A Divine Call to Missionary Service (Part 2)

2. Obedience to the Scripture

(a) The Context of the Call.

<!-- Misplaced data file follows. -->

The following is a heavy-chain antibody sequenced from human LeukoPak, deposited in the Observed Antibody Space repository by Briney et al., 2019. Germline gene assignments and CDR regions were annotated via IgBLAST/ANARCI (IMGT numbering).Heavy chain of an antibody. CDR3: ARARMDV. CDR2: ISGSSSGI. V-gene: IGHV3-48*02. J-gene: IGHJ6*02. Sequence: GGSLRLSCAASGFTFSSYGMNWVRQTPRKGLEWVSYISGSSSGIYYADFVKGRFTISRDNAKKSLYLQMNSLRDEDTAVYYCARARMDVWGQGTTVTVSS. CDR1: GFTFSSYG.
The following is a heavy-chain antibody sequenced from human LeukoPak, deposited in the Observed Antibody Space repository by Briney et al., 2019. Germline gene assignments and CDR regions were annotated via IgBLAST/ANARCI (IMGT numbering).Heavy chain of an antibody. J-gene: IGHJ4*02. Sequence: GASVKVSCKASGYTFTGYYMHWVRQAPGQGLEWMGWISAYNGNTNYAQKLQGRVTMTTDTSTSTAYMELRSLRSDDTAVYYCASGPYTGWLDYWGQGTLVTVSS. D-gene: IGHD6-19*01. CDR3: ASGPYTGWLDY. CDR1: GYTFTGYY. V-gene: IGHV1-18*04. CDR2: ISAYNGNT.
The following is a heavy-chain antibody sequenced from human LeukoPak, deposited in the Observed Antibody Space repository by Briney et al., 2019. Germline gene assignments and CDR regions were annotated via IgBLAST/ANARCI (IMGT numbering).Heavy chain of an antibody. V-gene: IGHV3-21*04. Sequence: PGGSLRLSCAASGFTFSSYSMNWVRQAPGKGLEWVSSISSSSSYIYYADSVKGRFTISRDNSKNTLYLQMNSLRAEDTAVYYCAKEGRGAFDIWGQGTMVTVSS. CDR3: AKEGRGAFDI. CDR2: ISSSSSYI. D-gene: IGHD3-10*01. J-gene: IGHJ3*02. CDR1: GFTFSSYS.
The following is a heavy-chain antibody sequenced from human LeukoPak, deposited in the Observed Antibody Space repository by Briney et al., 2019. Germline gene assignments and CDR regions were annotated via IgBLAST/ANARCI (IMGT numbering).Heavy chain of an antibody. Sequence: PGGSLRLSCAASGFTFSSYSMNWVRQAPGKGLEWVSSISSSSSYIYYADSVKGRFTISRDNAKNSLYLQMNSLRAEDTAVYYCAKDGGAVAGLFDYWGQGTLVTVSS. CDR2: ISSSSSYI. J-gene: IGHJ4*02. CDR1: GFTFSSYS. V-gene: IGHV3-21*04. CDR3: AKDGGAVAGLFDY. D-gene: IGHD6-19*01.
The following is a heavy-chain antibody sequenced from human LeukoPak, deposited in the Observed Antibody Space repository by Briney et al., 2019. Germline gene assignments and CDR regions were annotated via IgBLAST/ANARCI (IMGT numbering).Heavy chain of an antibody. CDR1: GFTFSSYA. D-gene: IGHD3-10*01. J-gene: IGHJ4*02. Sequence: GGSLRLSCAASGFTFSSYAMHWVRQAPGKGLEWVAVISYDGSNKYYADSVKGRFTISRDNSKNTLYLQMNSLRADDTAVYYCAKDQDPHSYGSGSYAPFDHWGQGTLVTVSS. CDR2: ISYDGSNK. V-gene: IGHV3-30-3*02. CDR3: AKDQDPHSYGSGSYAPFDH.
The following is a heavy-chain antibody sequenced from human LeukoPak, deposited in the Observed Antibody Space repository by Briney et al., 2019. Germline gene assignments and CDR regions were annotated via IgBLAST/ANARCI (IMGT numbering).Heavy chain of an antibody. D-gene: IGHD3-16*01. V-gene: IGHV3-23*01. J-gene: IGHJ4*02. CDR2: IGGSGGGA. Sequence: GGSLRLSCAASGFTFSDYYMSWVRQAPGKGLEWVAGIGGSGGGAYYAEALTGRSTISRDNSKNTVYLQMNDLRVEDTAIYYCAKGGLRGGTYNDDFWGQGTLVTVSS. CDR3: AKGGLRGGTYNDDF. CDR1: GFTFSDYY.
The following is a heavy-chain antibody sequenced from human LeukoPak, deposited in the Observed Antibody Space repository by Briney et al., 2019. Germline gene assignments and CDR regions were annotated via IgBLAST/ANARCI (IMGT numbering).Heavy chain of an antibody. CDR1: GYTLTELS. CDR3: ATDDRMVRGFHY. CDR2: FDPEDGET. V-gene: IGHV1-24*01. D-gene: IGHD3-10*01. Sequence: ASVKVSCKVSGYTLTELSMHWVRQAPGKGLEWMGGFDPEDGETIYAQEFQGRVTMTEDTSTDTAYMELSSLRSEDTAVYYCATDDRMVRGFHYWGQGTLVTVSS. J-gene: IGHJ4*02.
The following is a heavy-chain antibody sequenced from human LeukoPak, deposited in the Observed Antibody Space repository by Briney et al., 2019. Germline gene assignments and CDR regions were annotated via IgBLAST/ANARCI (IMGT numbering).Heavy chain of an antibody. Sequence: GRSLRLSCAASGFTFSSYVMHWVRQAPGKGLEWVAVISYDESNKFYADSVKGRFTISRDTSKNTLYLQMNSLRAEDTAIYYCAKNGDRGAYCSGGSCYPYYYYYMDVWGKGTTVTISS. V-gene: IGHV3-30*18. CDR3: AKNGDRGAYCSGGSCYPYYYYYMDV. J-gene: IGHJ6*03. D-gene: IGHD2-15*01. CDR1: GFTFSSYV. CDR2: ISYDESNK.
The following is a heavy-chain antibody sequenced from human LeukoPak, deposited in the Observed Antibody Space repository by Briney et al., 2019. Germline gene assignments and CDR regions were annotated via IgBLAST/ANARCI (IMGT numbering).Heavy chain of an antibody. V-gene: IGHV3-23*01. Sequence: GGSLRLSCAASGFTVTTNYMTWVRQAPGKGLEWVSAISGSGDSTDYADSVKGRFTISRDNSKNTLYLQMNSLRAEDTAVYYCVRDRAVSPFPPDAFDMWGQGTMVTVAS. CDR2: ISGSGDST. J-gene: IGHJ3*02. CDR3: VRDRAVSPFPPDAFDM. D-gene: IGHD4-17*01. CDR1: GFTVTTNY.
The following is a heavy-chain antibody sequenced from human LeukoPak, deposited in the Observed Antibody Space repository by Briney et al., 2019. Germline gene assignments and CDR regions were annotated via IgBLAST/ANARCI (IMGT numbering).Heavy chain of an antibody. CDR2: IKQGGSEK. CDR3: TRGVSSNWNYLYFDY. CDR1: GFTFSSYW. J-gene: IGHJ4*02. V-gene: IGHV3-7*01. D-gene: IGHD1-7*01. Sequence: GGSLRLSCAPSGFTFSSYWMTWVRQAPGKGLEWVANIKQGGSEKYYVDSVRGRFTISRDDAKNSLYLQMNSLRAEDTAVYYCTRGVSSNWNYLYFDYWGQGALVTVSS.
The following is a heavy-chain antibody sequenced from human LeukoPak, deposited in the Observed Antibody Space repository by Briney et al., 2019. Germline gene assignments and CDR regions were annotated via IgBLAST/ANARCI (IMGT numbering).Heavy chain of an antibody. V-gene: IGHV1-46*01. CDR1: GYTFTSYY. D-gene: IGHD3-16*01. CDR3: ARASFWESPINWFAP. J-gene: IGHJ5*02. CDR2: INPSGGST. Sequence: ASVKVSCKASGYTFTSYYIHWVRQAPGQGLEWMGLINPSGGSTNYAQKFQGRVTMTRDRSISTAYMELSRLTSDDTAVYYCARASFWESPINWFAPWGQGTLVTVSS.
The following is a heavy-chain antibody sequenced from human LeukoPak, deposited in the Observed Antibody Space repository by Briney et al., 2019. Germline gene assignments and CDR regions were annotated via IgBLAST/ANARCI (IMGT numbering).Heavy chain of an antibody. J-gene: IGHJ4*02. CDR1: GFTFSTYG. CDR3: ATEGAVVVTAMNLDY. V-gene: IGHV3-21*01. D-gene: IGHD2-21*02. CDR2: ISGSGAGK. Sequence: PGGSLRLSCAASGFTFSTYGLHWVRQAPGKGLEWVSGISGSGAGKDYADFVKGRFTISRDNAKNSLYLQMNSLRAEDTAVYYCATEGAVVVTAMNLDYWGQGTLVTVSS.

The Scriptures that point sinners to the Savior direct obedient saints to the assembly of believers, gathered in the Name of the Lord Jesus Christ. In such an assembly, free from the constraints of denominationalism and clericalism, the Scriptures are allowed to mold conduct and convictions. Character will be the result. The “house of God” (1 Tim 3:15) produces the “man of God” (1 Tim 6:11). It is here that the new believer finds the avenues and opportunities in service that express his love for Christ in keeping with scriptural practice. The Sunday school work, the open-air work, the tract work, the Bible class work, and the gospel preaching afford many opportunities. It is soon learned that effective service is service in keeping with the principles of Scripture. This lesson will be carried into missionary service. In this respect, missionary enterprise becomes the extension abroad of the assembly work at home. There is no place for “freelance” service or service at the direction of a mission society. The assembly gathering develops the character of the servant; the Lord calls the individual, and the assembly commends the missionary for an extension of the work of God. In this way, work of a scriptural character is spread, not only locally, but to other lands. So the context of service is the assembly background. This is why Paul and Barnabas, on their return to their commending assembly, “rehearsed all that God had done with them and how He had opened the door of faith unto the Gentiles” (Acts 14:27). The work abroad was simply an extension of the work at home.